Have you never questioned those who travel? Have you paid no regard to their accounts …? Job 21:29

Often we can be like Job’s friends and have selected memories or selected deafness. We’re comfortable with our theology and don’t appreciate people pointing out that what we believe is illogical or inconsistent with what we see in the world.

Job pointed out to his friends that it was deceitful to say that the wicked are punished and the righteous are blessed in this life because clearly, the evidence didn’t back up their claim. Job told his friends it was nonsense to believe this and their comfort was no comfort at all because it was based on lies (verse 34).

Job expected his friends to use their minds, their brains, their common sense—to think, to enquire, to investigate, to consider the facts and not to respond out of traditional thought patterns that didn’t make sense. Having faith doesn’t mean mindless adopting a set of principles. Faith is reasonable. It requires openness and thoughtfulness, not blind acceptance.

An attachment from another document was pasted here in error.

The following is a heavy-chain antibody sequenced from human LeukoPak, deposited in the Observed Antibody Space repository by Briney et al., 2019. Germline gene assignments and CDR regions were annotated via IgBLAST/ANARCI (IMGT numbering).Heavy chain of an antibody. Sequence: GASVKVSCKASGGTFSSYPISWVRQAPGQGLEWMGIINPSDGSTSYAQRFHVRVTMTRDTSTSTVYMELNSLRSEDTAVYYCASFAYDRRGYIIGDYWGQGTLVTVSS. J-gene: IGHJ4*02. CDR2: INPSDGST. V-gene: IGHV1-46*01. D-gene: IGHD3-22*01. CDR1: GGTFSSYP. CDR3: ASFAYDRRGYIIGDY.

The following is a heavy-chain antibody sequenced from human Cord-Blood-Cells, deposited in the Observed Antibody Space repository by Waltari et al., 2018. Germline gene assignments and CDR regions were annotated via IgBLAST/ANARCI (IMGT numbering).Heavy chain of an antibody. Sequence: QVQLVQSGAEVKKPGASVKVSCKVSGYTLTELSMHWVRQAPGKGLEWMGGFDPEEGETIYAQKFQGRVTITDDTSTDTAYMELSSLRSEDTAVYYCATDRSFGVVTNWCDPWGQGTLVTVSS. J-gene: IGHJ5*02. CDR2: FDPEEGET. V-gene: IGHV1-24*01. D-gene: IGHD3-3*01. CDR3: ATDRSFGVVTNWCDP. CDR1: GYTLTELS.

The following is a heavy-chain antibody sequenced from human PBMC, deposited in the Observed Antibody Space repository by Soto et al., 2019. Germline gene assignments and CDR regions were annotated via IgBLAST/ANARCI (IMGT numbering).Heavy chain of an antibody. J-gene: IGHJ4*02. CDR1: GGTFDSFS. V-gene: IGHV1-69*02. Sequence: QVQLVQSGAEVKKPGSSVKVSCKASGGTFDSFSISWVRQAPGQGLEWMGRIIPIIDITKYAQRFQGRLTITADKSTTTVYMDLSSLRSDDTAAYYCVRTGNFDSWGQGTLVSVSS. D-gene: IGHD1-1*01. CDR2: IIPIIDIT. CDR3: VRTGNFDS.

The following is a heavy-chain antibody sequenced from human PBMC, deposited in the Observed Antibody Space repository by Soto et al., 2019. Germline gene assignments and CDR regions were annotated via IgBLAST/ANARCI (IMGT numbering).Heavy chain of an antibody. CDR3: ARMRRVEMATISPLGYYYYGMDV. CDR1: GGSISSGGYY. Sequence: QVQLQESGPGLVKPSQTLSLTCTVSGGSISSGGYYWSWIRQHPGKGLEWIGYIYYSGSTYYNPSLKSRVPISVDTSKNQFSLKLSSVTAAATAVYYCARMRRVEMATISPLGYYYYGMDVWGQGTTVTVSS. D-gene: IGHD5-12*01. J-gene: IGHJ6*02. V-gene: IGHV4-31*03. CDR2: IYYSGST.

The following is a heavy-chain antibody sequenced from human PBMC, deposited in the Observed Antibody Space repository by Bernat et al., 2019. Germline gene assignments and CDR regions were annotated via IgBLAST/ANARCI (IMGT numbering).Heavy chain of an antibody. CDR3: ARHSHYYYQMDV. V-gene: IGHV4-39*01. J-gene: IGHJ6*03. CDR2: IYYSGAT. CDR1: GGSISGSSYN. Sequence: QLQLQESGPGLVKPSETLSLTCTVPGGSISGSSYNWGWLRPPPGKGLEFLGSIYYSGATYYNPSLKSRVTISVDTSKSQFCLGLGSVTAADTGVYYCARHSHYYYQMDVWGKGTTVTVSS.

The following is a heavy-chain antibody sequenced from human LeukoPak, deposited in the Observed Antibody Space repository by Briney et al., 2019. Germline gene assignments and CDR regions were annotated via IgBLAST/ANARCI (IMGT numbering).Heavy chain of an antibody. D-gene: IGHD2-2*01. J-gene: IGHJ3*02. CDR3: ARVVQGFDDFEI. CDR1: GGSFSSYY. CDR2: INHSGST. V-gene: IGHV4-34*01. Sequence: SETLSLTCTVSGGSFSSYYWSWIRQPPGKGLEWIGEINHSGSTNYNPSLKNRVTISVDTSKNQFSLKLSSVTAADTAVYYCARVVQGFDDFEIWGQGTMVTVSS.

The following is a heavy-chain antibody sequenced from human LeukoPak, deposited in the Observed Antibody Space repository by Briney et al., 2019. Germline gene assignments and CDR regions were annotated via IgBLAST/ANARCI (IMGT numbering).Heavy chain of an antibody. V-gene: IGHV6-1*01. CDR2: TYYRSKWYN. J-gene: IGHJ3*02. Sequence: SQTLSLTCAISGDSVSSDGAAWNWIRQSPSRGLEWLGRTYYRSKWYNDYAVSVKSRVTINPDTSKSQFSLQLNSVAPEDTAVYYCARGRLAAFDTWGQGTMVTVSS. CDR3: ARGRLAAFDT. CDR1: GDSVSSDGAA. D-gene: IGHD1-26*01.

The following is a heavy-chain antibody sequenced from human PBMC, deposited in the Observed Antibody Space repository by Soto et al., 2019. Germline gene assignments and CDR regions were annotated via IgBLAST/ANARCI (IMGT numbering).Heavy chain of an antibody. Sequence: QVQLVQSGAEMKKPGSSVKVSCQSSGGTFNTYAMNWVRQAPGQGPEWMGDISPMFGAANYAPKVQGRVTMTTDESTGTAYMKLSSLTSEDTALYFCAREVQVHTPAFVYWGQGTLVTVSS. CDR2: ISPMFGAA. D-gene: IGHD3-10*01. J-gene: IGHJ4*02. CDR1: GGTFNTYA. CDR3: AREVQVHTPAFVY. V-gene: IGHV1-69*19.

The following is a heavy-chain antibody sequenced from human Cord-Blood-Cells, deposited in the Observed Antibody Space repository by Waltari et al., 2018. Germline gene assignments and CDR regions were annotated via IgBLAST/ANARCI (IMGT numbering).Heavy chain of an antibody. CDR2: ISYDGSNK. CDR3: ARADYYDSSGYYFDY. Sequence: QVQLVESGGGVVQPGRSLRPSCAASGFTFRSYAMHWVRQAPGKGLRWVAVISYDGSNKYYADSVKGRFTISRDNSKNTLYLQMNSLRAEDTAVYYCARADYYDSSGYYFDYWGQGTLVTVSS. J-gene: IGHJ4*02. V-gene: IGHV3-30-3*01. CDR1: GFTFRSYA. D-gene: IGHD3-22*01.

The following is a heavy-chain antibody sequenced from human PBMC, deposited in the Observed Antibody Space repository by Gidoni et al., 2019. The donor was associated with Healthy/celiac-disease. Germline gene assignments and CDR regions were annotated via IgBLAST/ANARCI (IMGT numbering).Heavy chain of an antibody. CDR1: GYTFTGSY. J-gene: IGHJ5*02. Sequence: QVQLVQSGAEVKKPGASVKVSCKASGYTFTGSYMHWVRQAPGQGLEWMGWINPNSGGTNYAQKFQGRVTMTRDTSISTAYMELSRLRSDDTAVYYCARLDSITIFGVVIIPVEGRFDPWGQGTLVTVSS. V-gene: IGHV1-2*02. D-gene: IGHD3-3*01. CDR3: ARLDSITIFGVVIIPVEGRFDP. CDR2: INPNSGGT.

Likewise, Jesus encouraged his followers to carefully consider their faith decisions, “Suppose one of you wants to build a tower. Won’t you first sit down and estimate the cost …?” “Or suppose a king is about to go to war against another king. Won’t he first sit down and consider …?” (Luke 14:28, 31).

When we’re seeking to comfort those who suffer it’s best to avoid simplistic answers. Suffering is a great mystery and we don’t understand why some suffer so severely and others don’t, even those who appear to us to be sinful may avoid tragedies.

Job’s friends were more comforting when they said nothing (2:11-13) than when they gave superficial, unsubstantiated explanations.

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